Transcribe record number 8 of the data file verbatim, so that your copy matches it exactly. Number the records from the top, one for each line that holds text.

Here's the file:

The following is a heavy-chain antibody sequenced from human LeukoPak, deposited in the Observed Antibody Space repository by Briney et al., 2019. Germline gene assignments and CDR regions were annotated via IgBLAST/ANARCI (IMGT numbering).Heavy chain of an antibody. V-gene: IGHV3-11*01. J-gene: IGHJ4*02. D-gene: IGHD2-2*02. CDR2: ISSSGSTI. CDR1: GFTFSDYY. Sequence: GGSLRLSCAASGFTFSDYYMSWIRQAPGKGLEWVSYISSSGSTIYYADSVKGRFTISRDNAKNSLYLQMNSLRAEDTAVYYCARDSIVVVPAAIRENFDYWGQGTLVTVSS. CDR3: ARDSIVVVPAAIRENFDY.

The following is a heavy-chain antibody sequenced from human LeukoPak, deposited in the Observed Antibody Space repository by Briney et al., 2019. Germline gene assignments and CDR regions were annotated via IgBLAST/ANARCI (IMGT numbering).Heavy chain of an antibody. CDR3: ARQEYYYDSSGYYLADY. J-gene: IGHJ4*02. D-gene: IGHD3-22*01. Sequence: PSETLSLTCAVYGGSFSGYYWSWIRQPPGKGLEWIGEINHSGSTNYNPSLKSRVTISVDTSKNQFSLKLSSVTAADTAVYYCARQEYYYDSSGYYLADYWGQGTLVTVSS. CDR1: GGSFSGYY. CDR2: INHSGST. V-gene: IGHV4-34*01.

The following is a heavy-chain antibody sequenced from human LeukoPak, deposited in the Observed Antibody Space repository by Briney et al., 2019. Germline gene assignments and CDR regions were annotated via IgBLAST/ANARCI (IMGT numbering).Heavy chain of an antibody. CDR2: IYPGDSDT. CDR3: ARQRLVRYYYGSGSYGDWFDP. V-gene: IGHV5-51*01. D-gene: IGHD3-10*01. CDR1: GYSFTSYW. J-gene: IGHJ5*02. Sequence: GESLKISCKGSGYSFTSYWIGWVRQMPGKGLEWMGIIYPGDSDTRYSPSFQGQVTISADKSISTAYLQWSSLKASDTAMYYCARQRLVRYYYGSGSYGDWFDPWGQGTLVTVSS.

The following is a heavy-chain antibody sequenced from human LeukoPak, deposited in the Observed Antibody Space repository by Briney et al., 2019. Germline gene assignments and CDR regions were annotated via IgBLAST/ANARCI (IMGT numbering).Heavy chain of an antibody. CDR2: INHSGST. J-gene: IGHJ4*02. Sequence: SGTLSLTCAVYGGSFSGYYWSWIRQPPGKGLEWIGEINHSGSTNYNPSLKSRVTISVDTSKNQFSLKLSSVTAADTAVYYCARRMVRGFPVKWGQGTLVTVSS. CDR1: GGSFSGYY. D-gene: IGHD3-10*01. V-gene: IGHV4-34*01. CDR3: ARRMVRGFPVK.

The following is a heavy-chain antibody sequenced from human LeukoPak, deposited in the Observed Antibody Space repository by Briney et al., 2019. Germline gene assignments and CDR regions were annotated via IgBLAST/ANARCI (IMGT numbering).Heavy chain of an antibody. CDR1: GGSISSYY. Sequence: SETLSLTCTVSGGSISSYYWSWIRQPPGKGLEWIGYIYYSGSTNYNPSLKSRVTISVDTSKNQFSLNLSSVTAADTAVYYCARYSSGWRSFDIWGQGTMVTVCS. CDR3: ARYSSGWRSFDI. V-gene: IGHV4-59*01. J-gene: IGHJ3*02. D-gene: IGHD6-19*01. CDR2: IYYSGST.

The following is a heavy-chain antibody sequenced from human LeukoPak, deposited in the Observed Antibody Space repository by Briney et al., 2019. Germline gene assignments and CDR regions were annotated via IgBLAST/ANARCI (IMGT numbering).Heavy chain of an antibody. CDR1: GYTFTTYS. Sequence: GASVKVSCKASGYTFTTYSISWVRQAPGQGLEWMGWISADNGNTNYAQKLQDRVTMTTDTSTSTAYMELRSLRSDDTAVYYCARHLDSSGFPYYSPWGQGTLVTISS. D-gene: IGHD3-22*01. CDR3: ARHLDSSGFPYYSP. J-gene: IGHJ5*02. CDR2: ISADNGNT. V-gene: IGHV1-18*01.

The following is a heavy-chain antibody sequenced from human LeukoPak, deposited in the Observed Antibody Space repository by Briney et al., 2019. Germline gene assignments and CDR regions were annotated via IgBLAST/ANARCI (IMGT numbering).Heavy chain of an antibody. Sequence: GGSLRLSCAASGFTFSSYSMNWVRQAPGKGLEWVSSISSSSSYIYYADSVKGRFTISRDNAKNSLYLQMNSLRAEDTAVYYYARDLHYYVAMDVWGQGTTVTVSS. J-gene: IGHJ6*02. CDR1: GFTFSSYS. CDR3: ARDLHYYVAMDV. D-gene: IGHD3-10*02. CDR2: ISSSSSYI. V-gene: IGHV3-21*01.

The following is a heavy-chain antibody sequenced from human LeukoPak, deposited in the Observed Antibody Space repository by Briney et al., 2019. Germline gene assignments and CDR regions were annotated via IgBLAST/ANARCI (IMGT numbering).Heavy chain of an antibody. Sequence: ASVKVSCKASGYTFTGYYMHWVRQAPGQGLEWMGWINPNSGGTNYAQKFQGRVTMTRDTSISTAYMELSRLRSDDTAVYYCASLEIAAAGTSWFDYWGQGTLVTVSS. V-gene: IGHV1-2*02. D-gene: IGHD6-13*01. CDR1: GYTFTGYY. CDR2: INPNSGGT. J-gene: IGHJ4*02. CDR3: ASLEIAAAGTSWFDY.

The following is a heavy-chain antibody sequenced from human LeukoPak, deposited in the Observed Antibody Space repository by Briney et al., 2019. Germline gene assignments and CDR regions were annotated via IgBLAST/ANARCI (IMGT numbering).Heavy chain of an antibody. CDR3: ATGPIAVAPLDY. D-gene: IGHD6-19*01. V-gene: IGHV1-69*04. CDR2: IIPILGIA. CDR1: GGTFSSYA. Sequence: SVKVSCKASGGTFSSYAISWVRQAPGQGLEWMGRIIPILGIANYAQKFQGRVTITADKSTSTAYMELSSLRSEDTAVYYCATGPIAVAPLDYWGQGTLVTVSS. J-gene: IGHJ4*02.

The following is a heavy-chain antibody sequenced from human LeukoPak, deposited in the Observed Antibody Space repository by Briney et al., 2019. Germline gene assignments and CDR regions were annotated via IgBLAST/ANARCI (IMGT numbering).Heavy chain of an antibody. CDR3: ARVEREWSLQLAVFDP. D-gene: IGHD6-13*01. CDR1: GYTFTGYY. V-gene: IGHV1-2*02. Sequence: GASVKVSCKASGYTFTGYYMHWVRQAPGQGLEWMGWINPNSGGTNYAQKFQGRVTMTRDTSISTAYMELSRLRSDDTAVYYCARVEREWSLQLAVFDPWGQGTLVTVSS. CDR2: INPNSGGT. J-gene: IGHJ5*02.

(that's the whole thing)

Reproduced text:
The following is a heavy-chain antibody sequenced from human LeukoPak, deposited in the Observed Antibody Space repository by Briney et al., 2019. Germline gene assignments and CDR regions were annotated via IgBLAST/ANARCI (IMGT numbering).Heavy chain of an antibody. Sequence: ASVKVSCKASGYTFTGYYMHWVRQAPGQGLEWMGWINPNSGGTNYAQKFQGRVTMTRDTSISTAYMELSRLRSDDTAVYYCASLEIAAAGTSWFDYWGQGTLVTVSS. V-gene: IGHV1-2*02. D-gene: IGHD6-13*01. CDR1: GYTFTGYY. CDR2: INPNSGGT. J-gene: IGHJ4*02. CDR3: ASLEIAAAGTSWFDY.